One consequence of a deficit in the vertical energy flow would be different heating and cooling rates at different heights that subsequently would alter the atmosphere’s vertical structure (lapse rate). The planetary heat loss would drop if the emission temperature were to drop, and the planet would no longer be in energy balance, resulting in energy accumulation. However, planets will eventually reach new equilibrium states where the heat-loss balances the energy input.
Other forms for heat flow between the two levels are expected to compensate for the reduction in radiative energy transfer (despite greater temperature differences) if the planetary energy input and heat loss are to balance. One such candidate is convection, carrying both latent and sensible heat and where the energy transfer takes place in form of heat-carrying vertical motion. Indeed, warming below and cooling aloft give rise to more unstable conditions that favours convection.
Higher temperatures near the surface also cause increased evaporation according to a physical law known as ‘the Clapeyron-Clausius equation‘. Evaporation requires energy so that heat, which otherwise would go to increase temperatures, is instead used to transform water to water vapour (phase change). Differences in the molecular weights of N2 and H2O means that moist air is lighter than dry air. Thus, increased evaporation favours convection, which transports both energy – as sensible (higher temperature) and latent (vapour) heat – and moisture. This is seen occurring naturally, especially in association with warm ocean surface in connection with the El Nino Southern Oscillation. Convection can therefore compensate for reduced radiative transfer if its mean vertical extent reaches the height of the planetary heat loss. Convection also is one of the factors that determines the thickness of the tropopause (Wikipedia on Troposphere: “The word troposphere derives from the Greek: tropos for “turning” or “mixing,” reflecting the fact that turbulent mixing plays an important role in the troposphere’s structure and behavior.”).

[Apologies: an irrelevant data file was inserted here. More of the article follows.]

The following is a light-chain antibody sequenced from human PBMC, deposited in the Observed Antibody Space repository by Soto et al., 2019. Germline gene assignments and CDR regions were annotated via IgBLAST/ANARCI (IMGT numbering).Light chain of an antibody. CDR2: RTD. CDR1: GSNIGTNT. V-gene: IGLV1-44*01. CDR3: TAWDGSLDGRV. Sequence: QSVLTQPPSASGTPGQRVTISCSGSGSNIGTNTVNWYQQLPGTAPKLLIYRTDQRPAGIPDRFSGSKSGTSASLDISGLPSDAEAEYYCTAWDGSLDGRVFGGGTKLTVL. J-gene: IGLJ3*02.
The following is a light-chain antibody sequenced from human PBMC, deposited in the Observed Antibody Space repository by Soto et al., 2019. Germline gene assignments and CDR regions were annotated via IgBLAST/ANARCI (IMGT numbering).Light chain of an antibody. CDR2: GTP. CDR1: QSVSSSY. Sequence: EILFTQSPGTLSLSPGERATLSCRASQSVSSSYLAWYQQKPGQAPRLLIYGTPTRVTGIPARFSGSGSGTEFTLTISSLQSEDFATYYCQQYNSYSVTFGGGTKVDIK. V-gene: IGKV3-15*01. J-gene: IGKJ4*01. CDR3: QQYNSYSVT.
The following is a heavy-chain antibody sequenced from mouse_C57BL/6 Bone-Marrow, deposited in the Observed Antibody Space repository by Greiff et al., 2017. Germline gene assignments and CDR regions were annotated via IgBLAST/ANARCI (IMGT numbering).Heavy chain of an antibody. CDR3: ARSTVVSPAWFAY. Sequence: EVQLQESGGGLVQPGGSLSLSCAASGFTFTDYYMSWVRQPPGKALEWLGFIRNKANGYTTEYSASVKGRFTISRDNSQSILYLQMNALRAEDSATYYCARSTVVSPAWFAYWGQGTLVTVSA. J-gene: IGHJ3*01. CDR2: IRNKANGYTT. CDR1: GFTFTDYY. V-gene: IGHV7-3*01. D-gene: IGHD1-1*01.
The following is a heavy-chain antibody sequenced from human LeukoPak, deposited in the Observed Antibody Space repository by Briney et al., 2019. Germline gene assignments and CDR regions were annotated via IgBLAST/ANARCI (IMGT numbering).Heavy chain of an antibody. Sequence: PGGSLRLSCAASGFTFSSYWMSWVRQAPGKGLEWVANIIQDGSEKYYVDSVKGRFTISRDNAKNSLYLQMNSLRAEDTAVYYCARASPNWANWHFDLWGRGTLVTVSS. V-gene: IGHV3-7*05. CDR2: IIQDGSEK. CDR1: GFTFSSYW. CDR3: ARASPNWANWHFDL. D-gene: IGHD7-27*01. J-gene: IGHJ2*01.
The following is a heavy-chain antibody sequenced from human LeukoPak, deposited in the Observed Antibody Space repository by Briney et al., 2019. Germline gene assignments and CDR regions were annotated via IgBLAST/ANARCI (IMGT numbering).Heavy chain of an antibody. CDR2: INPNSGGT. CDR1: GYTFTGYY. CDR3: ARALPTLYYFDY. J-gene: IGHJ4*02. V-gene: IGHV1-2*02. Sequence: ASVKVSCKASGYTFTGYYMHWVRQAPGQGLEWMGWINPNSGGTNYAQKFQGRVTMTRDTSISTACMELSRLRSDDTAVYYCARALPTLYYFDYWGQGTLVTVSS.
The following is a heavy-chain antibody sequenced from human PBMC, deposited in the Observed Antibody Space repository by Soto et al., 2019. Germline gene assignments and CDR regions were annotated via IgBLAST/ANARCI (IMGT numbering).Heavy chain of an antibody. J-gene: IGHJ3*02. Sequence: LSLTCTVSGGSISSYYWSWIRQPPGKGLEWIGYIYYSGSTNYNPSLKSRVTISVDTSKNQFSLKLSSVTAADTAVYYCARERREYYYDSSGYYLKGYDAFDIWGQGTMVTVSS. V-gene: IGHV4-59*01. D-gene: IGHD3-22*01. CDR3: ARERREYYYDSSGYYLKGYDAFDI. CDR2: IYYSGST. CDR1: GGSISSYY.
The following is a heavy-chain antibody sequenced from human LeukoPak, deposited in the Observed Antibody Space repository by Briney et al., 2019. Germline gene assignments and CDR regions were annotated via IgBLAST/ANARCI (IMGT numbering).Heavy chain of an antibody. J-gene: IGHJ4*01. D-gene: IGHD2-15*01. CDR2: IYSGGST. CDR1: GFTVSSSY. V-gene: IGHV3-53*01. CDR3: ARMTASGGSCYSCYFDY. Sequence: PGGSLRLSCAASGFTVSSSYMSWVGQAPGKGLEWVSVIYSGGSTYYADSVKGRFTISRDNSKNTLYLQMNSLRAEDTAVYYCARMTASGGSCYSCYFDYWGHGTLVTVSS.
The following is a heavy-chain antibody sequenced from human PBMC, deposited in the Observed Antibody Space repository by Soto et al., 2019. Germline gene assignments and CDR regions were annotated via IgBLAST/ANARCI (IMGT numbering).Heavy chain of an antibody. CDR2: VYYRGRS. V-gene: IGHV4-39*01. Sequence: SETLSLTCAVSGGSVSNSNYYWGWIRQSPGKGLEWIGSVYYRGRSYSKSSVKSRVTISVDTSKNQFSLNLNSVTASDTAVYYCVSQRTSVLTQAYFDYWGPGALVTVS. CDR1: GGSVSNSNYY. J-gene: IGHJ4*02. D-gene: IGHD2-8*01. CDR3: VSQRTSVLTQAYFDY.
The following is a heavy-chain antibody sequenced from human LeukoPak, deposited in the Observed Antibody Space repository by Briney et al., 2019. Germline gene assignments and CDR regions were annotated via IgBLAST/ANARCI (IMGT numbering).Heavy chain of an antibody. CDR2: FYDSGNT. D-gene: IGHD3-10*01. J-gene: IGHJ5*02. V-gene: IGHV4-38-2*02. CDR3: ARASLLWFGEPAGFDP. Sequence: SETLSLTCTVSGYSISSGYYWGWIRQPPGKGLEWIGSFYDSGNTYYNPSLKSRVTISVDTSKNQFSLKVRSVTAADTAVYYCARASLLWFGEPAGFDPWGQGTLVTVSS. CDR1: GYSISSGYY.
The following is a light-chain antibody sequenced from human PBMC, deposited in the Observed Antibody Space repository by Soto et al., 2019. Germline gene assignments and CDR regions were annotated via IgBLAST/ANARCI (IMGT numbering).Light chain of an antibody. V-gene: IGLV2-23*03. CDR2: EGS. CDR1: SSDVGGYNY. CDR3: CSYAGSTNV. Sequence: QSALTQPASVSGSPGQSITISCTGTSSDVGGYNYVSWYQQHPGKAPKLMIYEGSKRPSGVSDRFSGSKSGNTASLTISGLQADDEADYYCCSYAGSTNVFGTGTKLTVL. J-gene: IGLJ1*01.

Moist convection results in cloud formation: water vapour condenses and form cloud drops. The condensation releases heat and hence increase the temperatures, which subsequently has an effect on the black body radiation. Hence, cloud formation plays a crucial role for the planetary heat loss – in addition to affecting the planetary albedo.
The reason why Figure 9.1 in IPCC AR4 is disconcerting is that the temperature anomaly in the upper tropical atmosphere bears the signature of increased moist convective activity, which means that the hydrological cycle probably gets perturbed by increased GHG forcings, hence affecting rainfall patterns.
There have been some misunderstanding regarding the enhanced warming in the upper troposphere – mistakenly taken as being inconsistent with the climate models, or taken as the “finger print” of GHE, rather than as a plausible consequence predicted for an enhanced GHE due to the perturbation of the hydrological cycle (the “finger print”-misconception assumes that the models are perfect).
Changes in the convective activity also have other repercussions. Air just doesn’t pile up, but if is rises in some places, it means that there is sinking air elsewhere. A typical example of this is the Hadley cell, where the circulation involves rising air near equator associated with low sea level pressure and downward motion poleward of this region – an arid region known as the subtropics with high sea level pressure. A change in convection on a planetary scale, due to compensating a reduction in the vertical radiative energy transport, hence may have a bearing on drought and flooding events – and this is what the global climate models seem to suggest. If a shift in the hydrological cycle were to lower the response in the global mean temperature, there may be a poisonous sting in such a negative feedback: changes in the precipitation patterns.
When GHG concentrations change, there is also a disruption in the vertical energy flow so that the planetary energy balance is perturbed. This is the frequently cited extra forcing estimated at the top of the atmosphere (TOA), and this is where some of the assumptions made above don’t quite hold (the picture is correct for a planet in equilibrium, but during a transition the planet is no longer in an equilibrium) and extra energy is taken up by warming of the oceans and surface.
As a physicist, the key to understanding the relationship between GHE and the hydrological cycle – and indeed the troposphere – is in embedded in the question of what happens with the energy flow between the two levels where the planet receives its energy and where it leaves the planet. For more numbers and details, I’d recommend a number of posts previously published here on RC (here, here, here, here, and here).